Nursing Residency Program Begins

Graduate nurse, Deborah Newman learns what's expected of her, now that she's a nurse resident. A senior nurse in day surgery instructs,  " as part of the program, I have you coming in at six o'clock in the morning. That's what time all first starts come in."

Just the start of an 18 month comprehensive nursing residency program. Newman and five other nursing residents will receive ongoing evaluations and extensive clinical and classroom instruction. The schedule is vigorous, but the residency program offers support every step along the way. Resident nurse, Dale King said, " They're going to be with you. You're just not thrown to the wolves. You're going to have a preceptor. It's organized. There's structure to it."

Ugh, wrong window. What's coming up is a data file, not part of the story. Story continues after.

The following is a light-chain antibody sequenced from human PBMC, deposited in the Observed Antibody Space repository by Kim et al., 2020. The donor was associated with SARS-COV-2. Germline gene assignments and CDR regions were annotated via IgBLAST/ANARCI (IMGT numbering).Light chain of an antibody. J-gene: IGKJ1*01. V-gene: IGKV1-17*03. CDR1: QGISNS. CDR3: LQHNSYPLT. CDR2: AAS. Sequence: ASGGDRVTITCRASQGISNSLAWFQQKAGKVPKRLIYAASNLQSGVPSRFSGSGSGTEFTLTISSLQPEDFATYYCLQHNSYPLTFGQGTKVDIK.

Nurses like the smoother transition. Hospitals like to provide it because it reduces the huge problem of high turnover. Ed Price, Chief Clinical Officer at Nacogdoches Medical Center said,  " Right now the new graduate turnover rate the first year in the United States is about 35%. By the second year, 55%, so half the people that are hired at hospitals as new grads leave."

Some nurses can't meet the fast paced demands. Others know they can make the demands.   King had his pick of places to work.    " It is easy to get a job if you're a new nurse."  but he chose Nacogdoches to take advantage of the residency program and escape the traffic jams he accustomed to his former home of Dallas.

Pressure is put on the hospital. Senior nurses must provide not only instruction, but also appreciation. Mentors serve as 'buddies' to help new RN's through new territory. The extra friendly service is important   because in a year and half the hospital will want to retain the well instructed and confident registered nurses.